Women’s hormones can seem like a minefield — well, that’s because they are! So let’s run through the different types, what they do, signs they’re out of balance, and how to test them.
Types of hormones
Oestrogens are actually a group of hormones. The three main types of oestrogen are:
- Oestrone (E1) — the major oestrogen after the menopause
- Oestradiol (E2) — the major oestrogen in women
- Oestriol (E3) — the major oestrogen during pregnancy
When people talk about oestrogen, it’s usually oestradiol they’re referring to. Oestradiol is the main type of oestrogen you produce (unless you’re pregnant or menopausal). It’s essential for puberty, ovulation, conception, and pregnancy. It also protects you against bone loss and helps regulate your cholesterol levels.
Progesterone is one of the main female sex hormones that’s produced by your ovaries. Your progesterone levels increase when you ovulate. This causes the lining of your uterus to thicken — where a fertilised egg can implant itself.
If this happens, your progesterone levels remain high to maintain your uterine lining during pregnancy. If this doesn’t happen, your progesterone levels drop and you start to shed the lining of your uterus — your period starts.
While testosterone is usually considered a “male” hormone, it’s essential for women too (you just produce it in much lower amounts). It helps control your sex drive, hormones that affect your period, and reproduction. It also plays a role in red blood cell production and muscle and bone strength.
Follicle-stimulating hormone (FSH) is a hormone produced by your pituitary gland. FSH stimulates your ovaries to produce oestradiol. FSH and oestradiol work together to grow and develop the eggs in your ovaries — so when you ovulate the egg is ready to be fertilised by sperm.
Luteinising hormone (LH) is a hormone produced by your pituitary gland. A spike in your LH levels mid-way through your cycle helps trigger ovulation. It also helps with the production of oestradiol and progesterone.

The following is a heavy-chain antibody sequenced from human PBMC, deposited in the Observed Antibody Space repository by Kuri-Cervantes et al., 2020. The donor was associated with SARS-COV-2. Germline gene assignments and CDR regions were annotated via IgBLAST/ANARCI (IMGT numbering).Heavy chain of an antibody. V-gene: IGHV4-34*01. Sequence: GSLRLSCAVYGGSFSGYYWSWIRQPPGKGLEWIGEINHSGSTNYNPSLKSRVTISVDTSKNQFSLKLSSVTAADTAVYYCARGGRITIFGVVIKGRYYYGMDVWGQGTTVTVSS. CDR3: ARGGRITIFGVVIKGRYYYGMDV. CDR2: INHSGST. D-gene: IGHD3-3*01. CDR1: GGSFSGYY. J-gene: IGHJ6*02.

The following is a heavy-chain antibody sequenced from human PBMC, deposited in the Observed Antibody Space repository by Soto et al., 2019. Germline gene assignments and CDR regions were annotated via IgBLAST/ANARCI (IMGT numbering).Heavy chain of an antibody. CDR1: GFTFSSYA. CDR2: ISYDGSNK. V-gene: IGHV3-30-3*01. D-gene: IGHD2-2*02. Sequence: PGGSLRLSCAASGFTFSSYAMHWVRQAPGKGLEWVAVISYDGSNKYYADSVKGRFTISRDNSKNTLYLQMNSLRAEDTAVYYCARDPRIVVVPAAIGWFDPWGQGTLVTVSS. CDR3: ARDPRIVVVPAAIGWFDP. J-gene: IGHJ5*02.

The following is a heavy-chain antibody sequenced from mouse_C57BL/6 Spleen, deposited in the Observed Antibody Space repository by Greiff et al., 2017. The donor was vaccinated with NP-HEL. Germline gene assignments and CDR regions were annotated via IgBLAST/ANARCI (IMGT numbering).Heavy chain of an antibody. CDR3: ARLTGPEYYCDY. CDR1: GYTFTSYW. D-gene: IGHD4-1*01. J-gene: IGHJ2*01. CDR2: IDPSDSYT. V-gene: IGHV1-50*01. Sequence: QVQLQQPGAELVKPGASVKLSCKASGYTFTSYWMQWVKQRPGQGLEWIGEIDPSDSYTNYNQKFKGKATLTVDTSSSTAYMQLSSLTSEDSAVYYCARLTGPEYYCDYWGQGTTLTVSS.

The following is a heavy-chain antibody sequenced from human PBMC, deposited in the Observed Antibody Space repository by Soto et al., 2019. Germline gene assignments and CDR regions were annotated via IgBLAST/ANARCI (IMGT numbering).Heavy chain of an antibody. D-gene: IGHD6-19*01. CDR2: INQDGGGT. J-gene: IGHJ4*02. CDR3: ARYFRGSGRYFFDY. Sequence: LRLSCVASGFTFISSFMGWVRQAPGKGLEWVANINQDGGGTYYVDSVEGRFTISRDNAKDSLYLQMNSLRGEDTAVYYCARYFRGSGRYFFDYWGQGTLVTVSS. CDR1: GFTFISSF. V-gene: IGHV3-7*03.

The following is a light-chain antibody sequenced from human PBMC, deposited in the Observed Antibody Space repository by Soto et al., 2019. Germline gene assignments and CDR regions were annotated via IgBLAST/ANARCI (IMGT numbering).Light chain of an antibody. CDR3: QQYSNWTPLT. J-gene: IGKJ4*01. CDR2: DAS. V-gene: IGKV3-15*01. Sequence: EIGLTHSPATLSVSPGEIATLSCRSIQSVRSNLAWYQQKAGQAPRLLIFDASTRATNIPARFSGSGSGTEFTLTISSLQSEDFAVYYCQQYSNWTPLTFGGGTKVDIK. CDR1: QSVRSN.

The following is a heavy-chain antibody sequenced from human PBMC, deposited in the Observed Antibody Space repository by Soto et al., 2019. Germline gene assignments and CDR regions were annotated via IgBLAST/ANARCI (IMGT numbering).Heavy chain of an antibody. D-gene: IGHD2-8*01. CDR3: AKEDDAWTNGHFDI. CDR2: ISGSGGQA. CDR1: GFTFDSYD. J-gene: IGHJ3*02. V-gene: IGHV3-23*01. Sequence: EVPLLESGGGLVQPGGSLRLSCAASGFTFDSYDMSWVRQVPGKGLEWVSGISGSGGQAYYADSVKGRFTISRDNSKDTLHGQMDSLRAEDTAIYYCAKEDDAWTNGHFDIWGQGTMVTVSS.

Prolactin (PRL) is a hormone produced by your pituitary gland. It's mainly associated with breastfeeding as it helps with milk production. But it's also important for your reproductive health.
Signs of hormonal imbalances
Your hormones don’t just change on a monthly basis, they also change daily. And they’re hugely affected by your lifestyle — like how stressed you are and the type of diet you eat.
Everyone is unique and what’s normal for one woman might be abnormal for another. But here’s some common signs that your hormones might be imbalanced:
- irregular or absent periods
- oily skin and acne
- excess body hair
- mood swings
- anxiety or depression
- low energy levels
- sleep problems
- hot flashes and night sweats
- low sex drive (libido)
- pain during sex
- trouble getting pregnant
How to test your hormones
If you think your hormones might be out of balance you can check your levels with a blood test.
This might help identify things like why you’re having trouble getting pregnant, if you’re ovulating, if you’re menopausal, or if you might be suffering from polycystic ovary syndrome (PCOS).
Depending on what you’re testing, the timing of when you need to do your test will vary:
- Most female hormone tests are done on day 3 of your period — this is when your hormone levels can be most accurately interpreted.
- A progesterone “ovulation” test needs to be done 7 days before you start your period.
- A menopause test can be done at any time if your periods have stopped. But you might need to do the test twice, 4-6 weeks apart for it to suggest that you’re menopausal.
Recommended listening for you
Society for Endocrinology. You and your hormones. Hormones. Retrieved 25 October 2018 from http://www.yourhormones.info/hormones/.
Sarri, G., Davies, M., & Lumsden, M. A. (2015). Diagnosis and management of menopause: summary of NICE guidance. BMJ, 351, h5746.